Senior international managers looking for 'consistency' by also leading U-20 teams
With development the priority, senior national team coaches are increasingly likely to get involved at the youth ranks.
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First, a look at a trend from the ongoing Concacaf mens’ U-20 qualification tournament:
The faces running around on the field at the Concacaf U-20 Qualification tournament in the Dominican Republic may not be familiar. Understandably so.
The top 16 ranked teams were given a bye into the final round of the tournament in summer 2022, leaving teams like Curacao, the Dominican Republic and Bermuda as the powerhouses in the competition.
On the touchline, however, you will find more familiar faces.
Puerto Rico manager Dave Sarachan, Grenada manager Michael Findlay and Bermuda manager Kyle Lightbourne (serving as an assistant) are among senior team bosses who also are involved with youth teams in the setup.
“Consistency” is the word that keeps coming up as managers look to imprint lessons they hope will lead to success in the 2026 World Cup cycle and beyond onto young players.
“I thought it was important this group of U-20 players be introduced early to our methodology, to our mindset, the way we work, what the game model is for Grenada, their responsibilities on and off the field, to build consistency so hopefully some of them that are identified through this process can join the senior team in the days to come,” Findlay said via phone from the Dominican Republic.
Sarachan, whose Puerto Rico team had to forfeit the first match after not fulfilling Covid-19 protocol but bounced back with a win in Monday’s group match with Bermuda, also is eager about how spending time with the young players and helping with a path to professionalism can launch more players on to successful professional careers.
“I was actually pretty anxious to (coach the youth team) for the purposes that, in Puerto Rico, the hope is to develop players to play at a high level and eventually to play for a senior team,” he said via Zoom. “The U-20 tournament provides another opportunity for me as the senior coach to keep continuity for some of the philosophy and methodology we’ve started with the senior team and filter down to some of these younger players coming through.”
Belize manager Dale Pelayo Sr. is another senior team boss leading the U-20s in the Dominican Republic. Some former senior managers, including Anguilla’s Nigel Connor and the British Virgin Islands’ Tinnie Percival, also are coaching at the U-20 tournament as is current Saint Martin forward Yannick Bellechasse.
The trend of senior managers leading both squads looks likely to expand, with coaches wanting to spend time helping their brightest prospects grow and eventually become senior team regulars. There also may be the realization that some players starring at the youth level already are ready to be in World Cup qualification, Nations League or other senior-level competitions.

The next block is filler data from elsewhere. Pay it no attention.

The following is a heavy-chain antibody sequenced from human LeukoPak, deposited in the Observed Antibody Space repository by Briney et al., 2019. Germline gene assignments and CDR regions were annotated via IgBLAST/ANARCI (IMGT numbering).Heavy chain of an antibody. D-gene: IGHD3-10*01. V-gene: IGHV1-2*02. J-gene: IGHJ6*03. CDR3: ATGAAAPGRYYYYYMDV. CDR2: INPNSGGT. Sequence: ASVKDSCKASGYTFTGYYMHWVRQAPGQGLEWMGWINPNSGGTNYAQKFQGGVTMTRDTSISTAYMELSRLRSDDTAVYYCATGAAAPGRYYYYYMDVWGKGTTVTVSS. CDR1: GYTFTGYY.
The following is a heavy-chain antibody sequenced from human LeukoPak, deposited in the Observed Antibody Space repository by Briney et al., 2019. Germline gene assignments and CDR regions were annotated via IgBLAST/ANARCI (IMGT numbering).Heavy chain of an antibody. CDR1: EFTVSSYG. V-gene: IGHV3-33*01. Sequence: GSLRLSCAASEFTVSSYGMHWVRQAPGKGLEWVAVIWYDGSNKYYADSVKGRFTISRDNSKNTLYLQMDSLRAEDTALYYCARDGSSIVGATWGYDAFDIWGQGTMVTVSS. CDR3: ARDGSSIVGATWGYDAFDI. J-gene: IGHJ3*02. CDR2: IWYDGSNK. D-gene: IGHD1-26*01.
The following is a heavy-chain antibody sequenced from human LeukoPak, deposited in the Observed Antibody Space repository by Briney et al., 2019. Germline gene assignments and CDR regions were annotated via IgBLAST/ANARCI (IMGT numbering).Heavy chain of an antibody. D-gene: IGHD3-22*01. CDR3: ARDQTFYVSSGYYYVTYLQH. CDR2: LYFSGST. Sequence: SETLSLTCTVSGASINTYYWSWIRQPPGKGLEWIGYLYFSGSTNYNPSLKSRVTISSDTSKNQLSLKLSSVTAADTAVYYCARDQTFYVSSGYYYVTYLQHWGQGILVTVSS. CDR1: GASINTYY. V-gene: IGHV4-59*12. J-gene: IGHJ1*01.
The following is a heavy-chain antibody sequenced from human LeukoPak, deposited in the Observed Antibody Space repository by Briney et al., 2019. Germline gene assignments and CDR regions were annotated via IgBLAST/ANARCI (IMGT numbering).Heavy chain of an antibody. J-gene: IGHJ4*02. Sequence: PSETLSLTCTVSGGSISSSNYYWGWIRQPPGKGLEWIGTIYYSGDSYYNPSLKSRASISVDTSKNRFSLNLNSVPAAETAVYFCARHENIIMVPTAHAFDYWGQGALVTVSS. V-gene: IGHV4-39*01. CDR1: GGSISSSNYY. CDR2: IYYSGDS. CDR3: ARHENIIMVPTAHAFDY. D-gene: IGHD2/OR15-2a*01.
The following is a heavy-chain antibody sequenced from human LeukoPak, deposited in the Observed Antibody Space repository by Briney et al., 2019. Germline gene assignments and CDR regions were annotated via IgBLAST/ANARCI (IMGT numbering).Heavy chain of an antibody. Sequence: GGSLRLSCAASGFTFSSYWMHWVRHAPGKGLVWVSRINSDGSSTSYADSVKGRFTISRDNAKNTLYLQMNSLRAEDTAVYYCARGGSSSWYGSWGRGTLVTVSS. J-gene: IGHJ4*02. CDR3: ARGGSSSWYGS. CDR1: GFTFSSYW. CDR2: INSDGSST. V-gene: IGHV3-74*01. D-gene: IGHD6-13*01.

“It just makes complete sense,” said Jacques Passy, the Mexican manager who also led the U-23 team when he managed the Dominican Republic senior team. “I think there is a worldwide movement in which players are reaching their mature stage earlier on.
“When I started coaching 20 something years ago … there was a myth around football in which everyone said the mature age of a player was between 28-32. That was the peak of a player. The reality is that’s hardly so right now.”
Passy pointed to a team like the United States, sitting second in the final round of World Cup qualification with a first-choice roster that includes U-23 players like Ricardo Pepi, Giovani Reyna, Weston McKennie, and “You see that your best U-23 team is probably very close to your best senior team.”
Even if the youth ranks don’t have as many standout stars, it can be extremely helpful implementing the style of play and setting players up for return trips to youth national teams.
“Obviously teams change all the time and some of these players may not transition, but the hope is that when we come out of it we’ve identified players in Puerto Rico who have a future hopefully beyond the U-20s next summer,” Sarachan said.
The Puerto Rico team is intriguing, though it’s playing from behind after the protocol issues. The roster includes players based at Club América in Mexico, Kaiserslautern in Germany and Oriente Petrolero in Bolivia in addition to the typical mix of players based in the mainland U.S.
Among that group is Wilfredo Rivera, the Orlando City player who already is a regular for the Puerto Rico senior team with a half-dozen caps. Inter Miami teenager Edison Azcona, a Dominican Republic international, Grenada’s Benjamin Etienne and other full internationals also are participating in the U-20 tournament after getting time in World Cup qualification and other top matches.
It can be a lot for one coach and his staff to balance, but Findlay said he his assistants are able to set both teams up for success.
“When we were talking through the process of senior team activities, I was also doing my due diligence on what the future was because this is a long-term plan for Grenada,” said Findlay, a Canada native who utilizes an all-Grenadian staff. “We’re at the bottom of the cycle at this point in time after we were eliminated from World Cup qualifying and the end of the 2021 Gold Cup.
“Our vision is about Nations League A, next Gold Cup and obviously World Cup qualifying for 2026. This is where we felt the influence of the senior staff we had was essential.”
Don’t be surprised if even more managers are among those ‘playing down’ in future youth tournaments, as up-and-coming nations continue to find a benefit in having one staff do it all.